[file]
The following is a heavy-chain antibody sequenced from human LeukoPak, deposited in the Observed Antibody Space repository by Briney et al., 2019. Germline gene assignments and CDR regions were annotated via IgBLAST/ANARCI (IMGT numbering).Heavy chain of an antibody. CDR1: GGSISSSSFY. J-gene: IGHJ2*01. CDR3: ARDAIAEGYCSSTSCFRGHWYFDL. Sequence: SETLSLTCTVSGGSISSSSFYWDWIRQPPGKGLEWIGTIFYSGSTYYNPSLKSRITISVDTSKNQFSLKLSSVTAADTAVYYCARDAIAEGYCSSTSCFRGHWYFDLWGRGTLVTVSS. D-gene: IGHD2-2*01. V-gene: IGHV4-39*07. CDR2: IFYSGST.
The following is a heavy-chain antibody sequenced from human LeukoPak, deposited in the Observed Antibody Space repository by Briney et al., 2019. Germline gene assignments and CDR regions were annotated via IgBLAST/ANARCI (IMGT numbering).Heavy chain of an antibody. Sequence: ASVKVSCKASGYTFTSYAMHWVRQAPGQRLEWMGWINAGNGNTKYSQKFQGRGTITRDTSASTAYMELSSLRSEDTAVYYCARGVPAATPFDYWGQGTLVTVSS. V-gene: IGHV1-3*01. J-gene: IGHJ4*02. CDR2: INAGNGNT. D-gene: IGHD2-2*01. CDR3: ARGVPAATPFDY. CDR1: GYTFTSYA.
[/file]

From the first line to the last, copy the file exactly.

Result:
The following is a heavy-chain antibody sequenced from human LeukoPak, deposited in the Observed Antibody Space repository by Briney et al., 2019. Germline gene assignments and CDR regions were annotated via IgBLAST/ANARCI (IMGT numbering).Heavy chain of an antibody. CDR1: GGSISSSSFY. J-gene: IGHJ2*01. CDR3: ARDAIAEGYCSSTSCFRGHWYFDL. Sequence: SETLSLTCTVSGGSISSSSFYWDWIRQPPGKGLEWIGTIFYSGSTYYNPSLKSRITISVDTSKNQFSLKLSSVTAADTAVYYCARDAIAEGYCSSTSCFRGHWYFDLWGRGTLVTVSS. D-gene: IGHD2-2*01. V-gene: IGHV4-39*07. CDR2: IFYSGST.
The following is a heavy-chain antibody sequenced from human LeukoPak, deposited in the Observed Antibody Space repository by Briney et al., 2019. Germline gene assignments and CDR regions were annotated via IgBLAST/ANARCI (IMGT numbering).Heavy chain of an antibody. Sequence: ASVKVSCKASGYTFTSYAMHWVRQAPGQRLEWMGWINAGNGNTKYSQKFQGRGTITRDTSASTAYMELSSLRSEDTAVYYCARGVPAATPFDYWGQGTLVTVSS. V-gene: IGHV1-3*01. J-gene: IGHJ4*02. CDR2: INAGNGNT. D-gene: IGHD2-2*01. CDR3: ARGVPAATPFDY. CDR1: GYTFTSYA.